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Autoclaving is arguably the best way to sterilize equipment in any lab setting. The combination of heat, steam, and pressure is suited to combat even the most resilient microbes and spores.

However, those very elements that make autoclaves so powerful can also be hard on the articles you’re sterilizing. This is particularly true of precision instruments, certain plastics, or items sensitive to heat or moisture.

But just because certain items are delicate doesn’t necessarily mean they can’t be autoclaved; they may just need special attention. This article will give you tips for sterilizing some of the most common delicate instruments and materials.

Materials To Watch For

It’s good to have a general idea of what may make something more or less prone to breakage within the autoclave. Otherwise, you may find out the hard way that the kind of glass you filled the autoclave with tends to explode when heated.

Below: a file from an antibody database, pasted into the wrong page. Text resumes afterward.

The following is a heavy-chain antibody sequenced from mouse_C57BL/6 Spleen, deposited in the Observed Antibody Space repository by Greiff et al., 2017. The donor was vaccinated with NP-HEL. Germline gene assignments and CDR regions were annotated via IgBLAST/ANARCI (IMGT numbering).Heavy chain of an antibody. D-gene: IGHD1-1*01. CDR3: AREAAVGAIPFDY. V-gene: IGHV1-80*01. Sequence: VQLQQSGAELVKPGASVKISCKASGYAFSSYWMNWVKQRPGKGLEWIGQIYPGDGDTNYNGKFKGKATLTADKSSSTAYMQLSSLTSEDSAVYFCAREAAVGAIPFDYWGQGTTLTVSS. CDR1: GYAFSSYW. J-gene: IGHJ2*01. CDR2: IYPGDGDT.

Some specific articles to keep an eye out for are anything:

  • Made of plastic
  • Heat or moisture-sensitive
  • Metallic

Depending on the exact composition, these may or may not need special treatment or may not be suitable for autoclaving altogether. The first time you autoclave anything in these categories, you’ll need to determine which category it falls into.

Do not autoclave

Certain articles should never be autoclaved, either for safety’s sake or the article’s sake. These include:

  • Combustible items or liquids
  • Electronics
  • Plastics like polyethylene and polystyrene (unless they’re intended for disposal)
  • Devices with optical components
  • Anything glued together
  • Articles with lubricated components
  • Metals like aluminum, carbon steel, galvanized steel, or anything else with a low melting point

And finally, if you aren’t sure about a specific article, contact your manufacturer to ensure it won’t be damaged.

Handle with care

This is a list of delicate articles that require special attention:

  • Soda-lime glass
  • Paper
  • Rubber and silicone items